- Take that result and divide by the specific volume of the mold rubber (the specific volume of FormRub 35 is 27.2 in³/lb).
- This final result is the amount of rubber, in pounds, needed to complete the mold.
This log mold requires approximately 65 lb of FormRub 35 Liquid Rubber.
FormRub Series rubbers can be mixed by weight or volume, but we highly recommend weighing on a digital scale.
Because these mixing pails only hold 40 lb of material, we mix three separate batches of rubber.
Part B is added to the mixing pail first because it is lower in viscosity and less likely to cling to the sides.
Part A is then weighed into the bucket.
The components are thoroughly mixed. It’s important to scrape the sides and bottom of the bucket multiple times during the mixing process.
Keep the pour time of the product in mind when mixing. FormRub 35 has a pour time of 15 minutes, but this time varies from product to product.
A Poly Paddle, used below, is a good tool for hand mixing.
The rubber is poured into one side of the mold. We continue to pour the rubber into the same spot and allow it to rise.
When working with multiple batches, pour the next batch as soon after pouring the previous batch as possible.
Generally, mold rubber should be poured to at least 1/2″ above the top of the model. For this mold, we pour the rubber about 1″ over the top of the log.
Step 4: Demold & Cut the Mold
The tape that covers the cut in the tube is cut and then the tube is removed from the mold.
The screws are removed from the baseboard and the edges of the mold are loosened with a flat tool (e.g., putty knife). The mold is then turned over (this may require two people) so that the bottom of the log is exposed.
A cut will be made down one side of the mold to remove the log and subsequent castings. A sharp scalpel or blade is a good tool for cutting soft, polyurethane rubbers.
It can be helpful to have a second person pry open the cut; this gives a better view of where the model is. The location of the cut of this mold is not incredibly important because a seam line in the final casting is well-disguised in the deep textures of original model. Seam lines can be more noticeable depending on the shape and texture and original model, so cutting the mold along an existing line in the model is important in those instances.
Cutting in a zigzag pattern (compared to a straight cut) is helpful for realignment of the mold when casting.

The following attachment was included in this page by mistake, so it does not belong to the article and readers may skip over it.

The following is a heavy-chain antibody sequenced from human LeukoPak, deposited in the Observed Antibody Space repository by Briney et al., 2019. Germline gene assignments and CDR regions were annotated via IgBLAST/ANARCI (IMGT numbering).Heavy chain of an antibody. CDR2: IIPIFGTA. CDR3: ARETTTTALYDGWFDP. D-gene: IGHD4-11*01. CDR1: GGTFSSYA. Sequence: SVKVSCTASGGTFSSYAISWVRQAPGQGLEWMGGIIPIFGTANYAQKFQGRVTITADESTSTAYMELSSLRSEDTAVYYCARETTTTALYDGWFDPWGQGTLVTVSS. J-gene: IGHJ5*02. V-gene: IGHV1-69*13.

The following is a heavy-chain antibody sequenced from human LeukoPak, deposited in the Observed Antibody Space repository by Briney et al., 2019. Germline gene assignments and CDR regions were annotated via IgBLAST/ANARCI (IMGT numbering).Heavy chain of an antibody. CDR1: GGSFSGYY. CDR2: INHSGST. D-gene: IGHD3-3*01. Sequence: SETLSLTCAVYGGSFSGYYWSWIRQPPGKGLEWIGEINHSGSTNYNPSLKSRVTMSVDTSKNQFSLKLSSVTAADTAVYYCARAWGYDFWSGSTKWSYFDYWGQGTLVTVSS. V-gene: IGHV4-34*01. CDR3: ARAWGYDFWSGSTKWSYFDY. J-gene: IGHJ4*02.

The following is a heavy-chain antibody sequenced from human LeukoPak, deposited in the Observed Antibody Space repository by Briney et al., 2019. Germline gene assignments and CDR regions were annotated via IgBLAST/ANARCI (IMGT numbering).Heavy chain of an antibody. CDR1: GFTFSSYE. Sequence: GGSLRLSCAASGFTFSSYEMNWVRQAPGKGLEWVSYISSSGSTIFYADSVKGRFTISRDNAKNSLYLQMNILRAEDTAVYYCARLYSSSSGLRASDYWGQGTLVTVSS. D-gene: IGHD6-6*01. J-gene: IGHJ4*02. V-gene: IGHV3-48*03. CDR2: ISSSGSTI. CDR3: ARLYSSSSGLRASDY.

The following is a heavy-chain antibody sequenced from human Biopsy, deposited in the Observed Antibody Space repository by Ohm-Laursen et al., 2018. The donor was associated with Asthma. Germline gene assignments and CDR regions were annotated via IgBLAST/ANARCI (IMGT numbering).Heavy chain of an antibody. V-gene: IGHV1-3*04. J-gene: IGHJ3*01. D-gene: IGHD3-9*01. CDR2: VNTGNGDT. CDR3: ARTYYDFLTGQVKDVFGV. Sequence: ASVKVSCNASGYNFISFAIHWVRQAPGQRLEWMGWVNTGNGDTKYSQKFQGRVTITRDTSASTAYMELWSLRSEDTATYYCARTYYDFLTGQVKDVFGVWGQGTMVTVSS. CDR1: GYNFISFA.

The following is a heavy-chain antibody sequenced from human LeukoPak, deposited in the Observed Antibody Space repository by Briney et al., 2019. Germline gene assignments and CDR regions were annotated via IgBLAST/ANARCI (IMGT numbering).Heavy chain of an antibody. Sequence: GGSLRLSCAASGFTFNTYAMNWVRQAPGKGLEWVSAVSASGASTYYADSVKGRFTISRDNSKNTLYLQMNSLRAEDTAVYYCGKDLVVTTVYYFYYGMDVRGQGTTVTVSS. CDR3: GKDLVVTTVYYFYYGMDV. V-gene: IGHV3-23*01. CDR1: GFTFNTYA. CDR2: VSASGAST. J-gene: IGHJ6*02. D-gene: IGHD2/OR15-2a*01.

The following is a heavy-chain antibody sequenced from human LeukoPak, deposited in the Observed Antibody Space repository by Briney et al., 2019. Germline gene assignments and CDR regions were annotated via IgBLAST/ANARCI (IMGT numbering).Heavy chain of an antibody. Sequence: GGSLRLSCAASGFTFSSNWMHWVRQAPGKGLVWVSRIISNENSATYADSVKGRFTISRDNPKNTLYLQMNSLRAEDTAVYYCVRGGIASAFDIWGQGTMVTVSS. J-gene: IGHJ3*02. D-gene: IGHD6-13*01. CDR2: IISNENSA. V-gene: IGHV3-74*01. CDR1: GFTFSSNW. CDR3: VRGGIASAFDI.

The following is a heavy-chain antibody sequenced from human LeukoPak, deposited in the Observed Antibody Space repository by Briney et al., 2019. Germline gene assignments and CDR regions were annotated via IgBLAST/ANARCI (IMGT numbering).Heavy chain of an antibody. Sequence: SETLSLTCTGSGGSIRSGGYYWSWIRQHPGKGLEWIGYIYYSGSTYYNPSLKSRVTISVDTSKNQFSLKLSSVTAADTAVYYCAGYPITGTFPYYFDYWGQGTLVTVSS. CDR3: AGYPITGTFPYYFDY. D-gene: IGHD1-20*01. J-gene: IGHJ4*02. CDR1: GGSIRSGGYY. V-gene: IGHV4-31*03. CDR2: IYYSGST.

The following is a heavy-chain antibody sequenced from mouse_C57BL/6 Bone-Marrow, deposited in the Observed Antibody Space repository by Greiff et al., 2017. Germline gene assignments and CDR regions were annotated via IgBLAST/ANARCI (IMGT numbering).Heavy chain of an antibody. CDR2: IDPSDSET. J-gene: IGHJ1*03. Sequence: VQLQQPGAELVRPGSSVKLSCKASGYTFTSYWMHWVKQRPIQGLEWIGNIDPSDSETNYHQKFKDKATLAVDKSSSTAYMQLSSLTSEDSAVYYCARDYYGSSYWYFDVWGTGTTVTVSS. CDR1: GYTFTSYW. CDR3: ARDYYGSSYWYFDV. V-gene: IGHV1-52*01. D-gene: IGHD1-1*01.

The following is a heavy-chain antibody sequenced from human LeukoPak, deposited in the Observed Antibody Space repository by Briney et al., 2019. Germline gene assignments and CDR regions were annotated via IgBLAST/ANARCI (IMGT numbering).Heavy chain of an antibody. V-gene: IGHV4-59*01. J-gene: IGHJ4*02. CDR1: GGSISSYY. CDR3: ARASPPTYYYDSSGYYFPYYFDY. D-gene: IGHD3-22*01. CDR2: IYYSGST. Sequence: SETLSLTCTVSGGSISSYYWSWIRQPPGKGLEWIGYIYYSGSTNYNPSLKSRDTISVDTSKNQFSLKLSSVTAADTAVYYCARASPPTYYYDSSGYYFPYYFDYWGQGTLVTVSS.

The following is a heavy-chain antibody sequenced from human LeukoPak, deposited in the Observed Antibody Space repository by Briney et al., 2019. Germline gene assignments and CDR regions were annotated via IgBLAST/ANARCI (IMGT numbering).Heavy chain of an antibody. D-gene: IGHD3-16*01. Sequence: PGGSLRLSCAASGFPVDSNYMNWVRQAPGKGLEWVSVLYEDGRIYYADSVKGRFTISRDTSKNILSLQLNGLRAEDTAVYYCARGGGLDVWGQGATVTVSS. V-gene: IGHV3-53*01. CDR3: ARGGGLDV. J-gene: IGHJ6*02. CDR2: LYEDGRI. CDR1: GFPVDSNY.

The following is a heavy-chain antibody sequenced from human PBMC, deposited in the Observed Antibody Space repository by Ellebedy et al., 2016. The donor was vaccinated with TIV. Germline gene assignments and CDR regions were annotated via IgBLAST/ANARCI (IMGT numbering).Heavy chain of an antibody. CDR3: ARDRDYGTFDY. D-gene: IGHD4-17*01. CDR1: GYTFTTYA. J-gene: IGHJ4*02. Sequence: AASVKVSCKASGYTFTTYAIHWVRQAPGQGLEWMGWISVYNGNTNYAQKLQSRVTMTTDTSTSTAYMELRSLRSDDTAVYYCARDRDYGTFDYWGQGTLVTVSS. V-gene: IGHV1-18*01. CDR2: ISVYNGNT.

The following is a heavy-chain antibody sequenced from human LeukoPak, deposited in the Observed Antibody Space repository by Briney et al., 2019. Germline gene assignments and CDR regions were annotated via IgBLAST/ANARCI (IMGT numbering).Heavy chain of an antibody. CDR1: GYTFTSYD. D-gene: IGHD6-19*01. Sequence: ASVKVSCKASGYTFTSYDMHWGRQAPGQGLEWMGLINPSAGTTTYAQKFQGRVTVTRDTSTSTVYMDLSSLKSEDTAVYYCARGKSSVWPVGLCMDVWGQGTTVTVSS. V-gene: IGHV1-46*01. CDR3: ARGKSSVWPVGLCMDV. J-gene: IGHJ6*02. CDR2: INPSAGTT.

If rubber has seeped into any deep knots in the log, it can usually be cut away easily with a scalpel.
While one person holds the mold apart, a second person removes the log.
Step 5: Cast Concrete
To cast concrete, the tube is placed back around the mold and secured with a mold strap; this will help to prevent deformation of the mold from the weight of the concrete. It is situated so that the cut in the tube is on the opposite side of the location of the cut in the rubber mold. This will provide more stability during the casting process.
The mold is coated with Pol-Ease® 2650 Release Agent. Pol-Ease 2650 is a silicone-free, oil-based release agent that does not require any drying time before casting concrete. There are a number of other concrete release agents that are suitable for use with polyurethane mold rubbers.
The concrete is mixed and poured into the mold.
To reduce the weight of the finished stool, a small amount of concrete is poured into the mold and then a 6″-diameter foam plug is inserted.
A weighted pail is placed on top of the foam insert so it doesn’t float and then the remainder of the concrete is poured into the mold.
Once cured, the concrete is removed from the mold.
Excess foam is trimmed from the insert.
If desired, the concrete can be stained.
Supplies and tools used for this project:
- Original Log Model
- FormRub 35 Liquid Rubber
- PolyCoat Sealer & Release Agent
- Pol-Ease® 2650 Release Agent
- Primer Paint
- Cardboard Concrete Tube
- Plasticine Clay
- Mixing Containers & Mixing Tools
- Dry Brushes
- Mold Straps
- Wood Screws
- Digital Scale
- Utility Knife
- Scalpel or Sharp Blade
- Prying Tool
- Concrete Supplies
Would you like to speak with Polytek Technical Support about your concrete casting project?
Call us at 800.858.5990.
Email us at firstname.lastname@example.org.